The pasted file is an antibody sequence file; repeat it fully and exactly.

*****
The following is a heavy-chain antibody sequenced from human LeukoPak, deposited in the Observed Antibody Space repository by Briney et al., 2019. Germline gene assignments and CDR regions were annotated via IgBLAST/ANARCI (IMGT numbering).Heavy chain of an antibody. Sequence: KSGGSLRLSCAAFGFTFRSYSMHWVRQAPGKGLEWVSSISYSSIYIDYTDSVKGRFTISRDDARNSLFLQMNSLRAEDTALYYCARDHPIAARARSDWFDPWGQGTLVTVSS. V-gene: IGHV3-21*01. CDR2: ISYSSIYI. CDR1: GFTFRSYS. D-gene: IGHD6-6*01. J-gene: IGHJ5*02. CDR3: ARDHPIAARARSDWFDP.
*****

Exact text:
The following is a heavy-chain antibody sequenced from human LeukoPak, deposited in the Observed Antibody Space repository by Briney et al., 2019. Germline gene assignments and CDR regions were annotated via IgBLAST/ANARCI (IMGT numbering).Heavy chain of an antibody. Sequence: KSGGSLRLSCAAFGFTFRSYSMHWVRQAPGKGLEWVSSISYSSIYIDYTDSVKGRFTISRDDARNSLFLQMNSLRAEDTALYYCARDHPIAARARSDWFDPWGQGTLVTVSS. V-gene: IGHV3-21*01. CDR2: ISYSSIYI. CDR1: GFTFRSYS. D-gene: IGHD6-6*01. J-gene: IGHJ5*02. CDR3: ARDHPIAARARSDWFDP.